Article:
The color and texture of meth can vary; most commonly it is usually white or slightly yellow in a crystal-like powder or rock-like chunks. Photo courtesy of No2Meth.org.

A San Diego man who mailed more than four pounds of pure methamphetamine to Guam inside stuffed animals and had more than 500 counterfeit credit cards in his possession was sentenced to 15 years in federal prison, the U.S. Attorney’s Office announced Thursday.

Daniel Wayne Gorman, 33, pleaded guilty to sending four packages from a Jamul post office in 2016, each containing a stuffed animal filled with methamphetamine, according to the U.S. Attorney’s Office.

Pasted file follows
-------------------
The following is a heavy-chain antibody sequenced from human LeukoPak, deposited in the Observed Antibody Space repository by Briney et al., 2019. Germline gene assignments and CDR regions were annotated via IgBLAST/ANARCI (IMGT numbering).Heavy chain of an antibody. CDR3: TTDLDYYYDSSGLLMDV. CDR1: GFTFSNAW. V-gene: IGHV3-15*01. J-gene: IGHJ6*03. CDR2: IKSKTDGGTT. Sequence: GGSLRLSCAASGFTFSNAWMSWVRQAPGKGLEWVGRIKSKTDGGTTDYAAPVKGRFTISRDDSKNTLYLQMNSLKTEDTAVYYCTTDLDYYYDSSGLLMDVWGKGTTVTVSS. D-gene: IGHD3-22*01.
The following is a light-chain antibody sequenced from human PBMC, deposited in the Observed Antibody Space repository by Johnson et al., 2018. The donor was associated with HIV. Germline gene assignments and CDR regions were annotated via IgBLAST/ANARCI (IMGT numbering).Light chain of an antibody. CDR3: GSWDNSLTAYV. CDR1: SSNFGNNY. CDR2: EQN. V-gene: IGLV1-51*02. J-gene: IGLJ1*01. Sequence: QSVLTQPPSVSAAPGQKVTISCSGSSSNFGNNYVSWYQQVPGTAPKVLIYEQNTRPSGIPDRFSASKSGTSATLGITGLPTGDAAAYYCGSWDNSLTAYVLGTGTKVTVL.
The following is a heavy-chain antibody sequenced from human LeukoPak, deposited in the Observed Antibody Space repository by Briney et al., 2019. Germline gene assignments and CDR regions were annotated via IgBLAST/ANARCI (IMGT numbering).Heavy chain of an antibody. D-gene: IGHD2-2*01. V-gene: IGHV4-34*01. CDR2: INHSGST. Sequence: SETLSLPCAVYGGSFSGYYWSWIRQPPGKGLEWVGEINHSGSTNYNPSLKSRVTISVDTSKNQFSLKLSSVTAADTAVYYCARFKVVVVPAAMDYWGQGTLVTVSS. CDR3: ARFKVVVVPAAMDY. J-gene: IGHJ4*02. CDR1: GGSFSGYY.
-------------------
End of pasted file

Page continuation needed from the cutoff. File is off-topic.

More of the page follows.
The packages were mailed under the alias “Daniel German” and were intercepted in Barrigada, Guam, prosecutors said.

He was sentenced Monday to 10 years for his plea to distribution of methamphetamine and five years for possession of counterfeit access devices stemming from fake credit cards and driver’s licenses discovered at his home during a 2018 police search.

Investigators found more than 500 counterfeit cards, along with “multiple fake Florida driver’s licenses bearing the defendant’s photograph but the personal identifying information of others,” according to the U.S. Attorney’s Office.

Many of the credit cards also bore the names of real individuals who were not Gorman, prosecutors said.

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